Recent Changes to Ohio Child Support Laws

Ohio child support laws ensure that every child receives at least minimal financial contributions from both parents in the event that the child’s parents divorce (or were never together for the long term) and cannot agree on how to provide for the child’s basic needs. These Ohio laws not only benefit children but also society as a whole, because without legal framework making sure that parents are held accountable the burden would fall to the government (i.e., all of us as taxpaying citizens) to take care of these children.

Every 25 years or so, it is time for a change. Ohio’s child support laws had not been updated since 1992 but on June 29, 2018 Governor John Kasich signed into law House Bill 366, which will impact child support in several ways. Here are the highlights:

1) If you make$14,000 per year or less, under the new law your child support obligation would be calculated to not exceed your income or leave you without a sufficient cushion. The Ohio Department of Job and Family Services is in the process of rewriting the table that is used to calculate child support. However, the minimum monthly child support payment per child will now be $80 per month (it used to be $50 per month).

2) If your parenting time is greater than 90 overnights per year, your child support obligation could be reduced. If your parenting time is greater than 147 overnights per year, the court is required to either reduce your child support payments accordingly or explain in writing the reasoning for not doing so.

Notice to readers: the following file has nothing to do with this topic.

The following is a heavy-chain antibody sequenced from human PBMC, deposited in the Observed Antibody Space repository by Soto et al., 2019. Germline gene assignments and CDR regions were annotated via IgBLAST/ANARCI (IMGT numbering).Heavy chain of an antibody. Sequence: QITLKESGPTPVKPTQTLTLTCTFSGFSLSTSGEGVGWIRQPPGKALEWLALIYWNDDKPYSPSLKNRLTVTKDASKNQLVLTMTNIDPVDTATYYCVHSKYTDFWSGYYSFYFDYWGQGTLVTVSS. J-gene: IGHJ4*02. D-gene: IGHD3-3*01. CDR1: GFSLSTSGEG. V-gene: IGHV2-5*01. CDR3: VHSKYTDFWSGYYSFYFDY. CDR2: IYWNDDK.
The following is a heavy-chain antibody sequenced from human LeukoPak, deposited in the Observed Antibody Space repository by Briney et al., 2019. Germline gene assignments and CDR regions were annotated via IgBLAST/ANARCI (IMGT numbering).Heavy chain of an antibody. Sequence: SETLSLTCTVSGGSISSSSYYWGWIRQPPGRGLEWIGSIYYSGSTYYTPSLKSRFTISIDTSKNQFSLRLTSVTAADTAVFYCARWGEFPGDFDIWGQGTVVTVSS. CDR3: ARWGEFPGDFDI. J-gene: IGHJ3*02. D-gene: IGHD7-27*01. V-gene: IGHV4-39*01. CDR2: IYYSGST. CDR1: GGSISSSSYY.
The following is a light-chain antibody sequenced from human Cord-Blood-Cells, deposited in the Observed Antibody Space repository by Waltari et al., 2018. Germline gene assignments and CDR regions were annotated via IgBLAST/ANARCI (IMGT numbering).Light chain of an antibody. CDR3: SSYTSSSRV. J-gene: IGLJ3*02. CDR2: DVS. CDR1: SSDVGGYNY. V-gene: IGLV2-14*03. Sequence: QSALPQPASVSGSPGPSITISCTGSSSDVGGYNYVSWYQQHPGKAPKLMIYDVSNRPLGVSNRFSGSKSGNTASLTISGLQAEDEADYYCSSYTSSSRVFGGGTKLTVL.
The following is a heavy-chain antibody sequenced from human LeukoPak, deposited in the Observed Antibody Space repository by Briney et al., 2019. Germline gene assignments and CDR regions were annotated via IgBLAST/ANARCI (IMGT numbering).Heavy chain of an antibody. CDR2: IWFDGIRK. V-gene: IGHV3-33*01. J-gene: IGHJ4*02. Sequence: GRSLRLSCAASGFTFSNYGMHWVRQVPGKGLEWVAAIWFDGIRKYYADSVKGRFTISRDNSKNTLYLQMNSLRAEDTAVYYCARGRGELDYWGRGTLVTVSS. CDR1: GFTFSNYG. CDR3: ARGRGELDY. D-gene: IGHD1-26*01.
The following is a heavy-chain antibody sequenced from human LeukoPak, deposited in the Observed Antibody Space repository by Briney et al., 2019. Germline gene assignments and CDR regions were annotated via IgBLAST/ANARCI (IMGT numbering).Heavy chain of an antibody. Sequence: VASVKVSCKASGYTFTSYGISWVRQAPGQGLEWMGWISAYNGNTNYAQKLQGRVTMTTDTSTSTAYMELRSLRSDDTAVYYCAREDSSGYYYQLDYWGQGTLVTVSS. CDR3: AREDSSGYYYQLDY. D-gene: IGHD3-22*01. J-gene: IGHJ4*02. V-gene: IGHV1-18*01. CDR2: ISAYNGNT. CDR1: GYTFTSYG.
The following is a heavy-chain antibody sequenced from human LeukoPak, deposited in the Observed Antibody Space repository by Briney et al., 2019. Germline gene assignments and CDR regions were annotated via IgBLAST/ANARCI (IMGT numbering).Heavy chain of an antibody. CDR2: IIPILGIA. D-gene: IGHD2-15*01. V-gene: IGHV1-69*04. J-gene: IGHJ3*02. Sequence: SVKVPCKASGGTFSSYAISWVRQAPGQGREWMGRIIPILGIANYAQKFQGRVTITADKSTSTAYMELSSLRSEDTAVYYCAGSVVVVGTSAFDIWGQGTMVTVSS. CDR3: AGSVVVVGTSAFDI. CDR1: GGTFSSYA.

3) The parent who receives child support (the “obligee”) will be responsible for providing health insurance coverage for the child(ren). The parent who pays for the health insurance could then deduct that cost from their annual income.

4) If you are paying child support to multiple people, your payments may increase. The new law requires that each child receive at least a basic, standard amount; under the old law, the first child whose parent filed for child support received a larger amount.

5) At least once every four years, the Ohio Department of Jobs and Family Services will review the basic child support table guidelines to make sure that child support orders issued under those guidelines “adequately provide for the needs of children who are subject to the child support orders.” The Department will submit that review to the Ohio Legislature and that report may include recommendations about how the law could/should be changed.

Most of these provisions will not go into effect until March 28, 2019, but a few will take effect as of September 28, 2018.

Contact Anne Harvey at anne@anneharvey.com if you have any questions about how this new law could affect the child support you are paying or the child support you are receiving.

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